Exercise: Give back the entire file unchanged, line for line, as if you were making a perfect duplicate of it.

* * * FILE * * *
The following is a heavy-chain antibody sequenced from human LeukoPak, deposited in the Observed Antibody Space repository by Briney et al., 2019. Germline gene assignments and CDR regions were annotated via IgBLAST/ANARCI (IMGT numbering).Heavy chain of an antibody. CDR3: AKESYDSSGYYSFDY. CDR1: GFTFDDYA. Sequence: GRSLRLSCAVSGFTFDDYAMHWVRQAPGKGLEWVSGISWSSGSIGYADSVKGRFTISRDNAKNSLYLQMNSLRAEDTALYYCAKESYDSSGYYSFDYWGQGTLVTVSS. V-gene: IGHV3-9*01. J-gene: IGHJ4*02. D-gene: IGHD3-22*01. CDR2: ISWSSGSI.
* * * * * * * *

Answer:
The following is a heavy-chain antibody sequenced from human LeukoPak, deposited in the Observed Antibody Space repository by Briney et al., 2019. Germline gene assignments and CDR regions were annotated via IgBLAST/ANARCI (IMGT numbering).Heavy chain of an antibody. CDR3: AKESYDSSGYYSFDY. CDR1: GFTFDDYA. Sequence: GRSLRLSCAVSGFTFDDYAMHWVRQAPGKGLEWVSGISWSSGSIGYADSVKGRFTISRDNAKNSLYLQMNSLRAEDTALYYCAKESYDSSGYYSFDYWGQGTLVTVSS. V-gene: IGHV3-9*01. J-gene: IGHJ4*02. D-gene: IGHD3-22*01. CDR2: ISWSSGSI.